Before I became a student of Sri Chinmoy, I would spend long stretches of time dreaming and thinking of how to make society better - the system of government, relations between people, the colour of traffic lights, you name it...then I started meditating and realised that I should really make myself better first, because societal ideas in themselves have struggled to change the world for the better in themselves, whilst the personal example of great men and women have been a much more powerful force for good. Sometimes, like today, an idea still comes to me about how one might integrate what I have learned from my time on Sri Chinmoy's path into some wider societal picture, and the pen still compulsively reaches for the paper; one never seems to be able to express oneself as clearly as one would like. One enters into the world of the mind, and all sorts of caveats and alternative possibilities spring up to what you have just written down. And after a while you realise it wasn't such a good idea after all. This is what distinguishes these momentary inclinations from the dictates of the soul; fulfilling the inmost dictates of the soul has this constant assured quality to it that leaves no room for doubt. Sri Chinmoy has compared the two to two ways of filling a glass of water; one can fill it really quickly so half the water spills out of it, or one can fill the same glass surely and with utmost certainty. What I was trying to do might well be the lifetimes's purpose of someone else; it's just not mine. I sit during meditation and the voice comes to me - the sweetness is back, the feeling of joy had been missing from my meditation for quite some time. I generally meditate twice a day plus a short one before I roll into bed; in my early days of meditation this was complemented by singing, mantras reading, but recent months have really cut into that time and reduced it to the no-frills minimum that my soul refused to cut any further. But this is the way it's supposed to be, I say to myself, the childlike joy and sweetness and freshness, this is the way its supposed to be; I resolve to bring my meditation back to the way it was when I always had that feeling of sweetness going out the door in the morning.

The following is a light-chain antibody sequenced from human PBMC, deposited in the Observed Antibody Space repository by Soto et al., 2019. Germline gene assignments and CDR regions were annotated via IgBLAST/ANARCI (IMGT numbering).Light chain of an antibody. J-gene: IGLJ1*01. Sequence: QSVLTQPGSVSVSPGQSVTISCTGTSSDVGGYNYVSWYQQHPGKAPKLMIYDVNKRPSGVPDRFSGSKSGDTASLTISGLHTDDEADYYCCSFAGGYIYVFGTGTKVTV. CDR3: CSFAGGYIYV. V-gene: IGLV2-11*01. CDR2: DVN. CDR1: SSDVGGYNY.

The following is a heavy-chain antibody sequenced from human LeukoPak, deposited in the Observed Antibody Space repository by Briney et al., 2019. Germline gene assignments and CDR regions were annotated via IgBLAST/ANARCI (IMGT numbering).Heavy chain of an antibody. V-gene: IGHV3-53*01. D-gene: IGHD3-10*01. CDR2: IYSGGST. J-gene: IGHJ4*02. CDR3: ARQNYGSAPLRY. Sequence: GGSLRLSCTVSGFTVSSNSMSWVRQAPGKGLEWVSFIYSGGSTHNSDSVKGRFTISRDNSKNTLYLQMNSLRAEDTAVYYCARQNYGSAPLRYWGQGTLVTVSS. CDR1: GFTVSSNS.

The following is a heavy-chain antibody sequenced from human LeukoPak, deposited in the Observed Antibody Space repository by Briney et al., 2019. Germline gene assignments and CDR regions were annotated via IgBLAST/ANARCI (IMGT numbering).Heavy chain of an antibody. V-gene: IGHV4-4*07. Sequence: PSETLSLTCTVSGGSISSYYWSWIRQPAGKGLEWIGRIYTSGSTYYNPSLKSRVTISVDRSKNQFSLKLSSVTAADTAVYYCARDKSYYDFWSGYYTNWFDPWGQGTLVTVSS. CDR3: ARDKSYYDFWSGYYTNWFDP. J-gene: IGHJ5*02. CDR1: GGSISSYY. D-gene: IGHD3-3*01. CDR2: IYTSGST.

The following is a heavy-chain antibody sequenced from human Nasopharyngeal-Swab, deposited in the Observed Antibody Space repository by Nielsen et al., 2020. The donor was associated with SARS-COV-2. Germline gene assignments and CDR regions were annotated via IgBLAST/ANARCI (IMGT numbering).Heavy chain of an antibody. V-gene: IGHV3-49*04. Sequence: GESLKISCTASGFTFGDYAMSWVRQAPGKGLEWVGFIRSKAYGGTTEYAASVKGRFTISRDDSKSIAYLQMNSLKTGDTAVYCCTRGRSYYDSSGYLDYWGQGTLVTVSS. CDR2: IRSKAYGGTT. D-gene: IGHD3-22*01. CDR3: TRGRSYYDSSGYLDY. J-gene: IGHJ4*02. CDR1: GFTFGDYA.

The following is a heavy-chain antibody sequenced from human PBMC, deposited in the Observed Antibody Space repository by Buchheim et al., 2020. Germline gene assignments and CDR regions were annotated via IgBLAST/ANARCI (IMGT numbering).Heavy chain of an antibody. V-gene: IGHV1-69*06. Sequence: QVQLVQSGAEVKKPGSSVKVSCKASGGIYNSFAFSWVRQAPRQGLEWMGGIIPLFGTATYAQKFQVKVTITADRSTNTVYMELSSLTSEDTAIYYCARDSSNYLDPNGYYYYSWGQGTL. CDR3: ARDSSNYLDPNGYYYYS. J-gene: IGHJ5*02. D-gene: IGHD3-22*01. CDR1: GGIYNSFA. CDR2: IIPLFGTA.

As well as offering his services back to the world at large, Guru also tries to give something to the local community as well. There was a very sweet ending to this afternoon's meditation function with children from one of the local schools.
The Irish Centre are going to perform two of Guru's songs in a week's time - we arrive for the first practice for our performance since we got here, but much of the time is taken with excitedly discussing plans for our new meditation centre back in Dublin. The Dublin Sri Chinmoy Centre has grown over the years, and our current location has become much too crowded for the people that are there at the moment. There are all sorts of renovation and other issues to talk about and we barely manage to get a couple of run throughs of our performance at the end. The sun has been blasting away all day and I'm feeling quite lethargic, so I go off for a half hour run. I manage to keep the tempo up and really enjoy myself - around 4 or 5 miles at a good canter is one of my favourite types of running. There is another practice on and I end up arriving quite late for evening meditation - the Czech girls are doing a play that Sri Chinmoy wrote about Krishna, one of the great Indian spiritual figures. Then there is a video showing the progress of the World Harmony Run in Europe so far. The European leg of the run started in Lisbon at the beginning of March and has gone through Portugal, Spain, France and Italy so far. It's really inspiring to see the teamwork involved and to see communities all over Europe getting behind the run and making it their own. Such a simple metaphor; a lone runner with torch in hand, but one that brings out the goodness in people all over the world.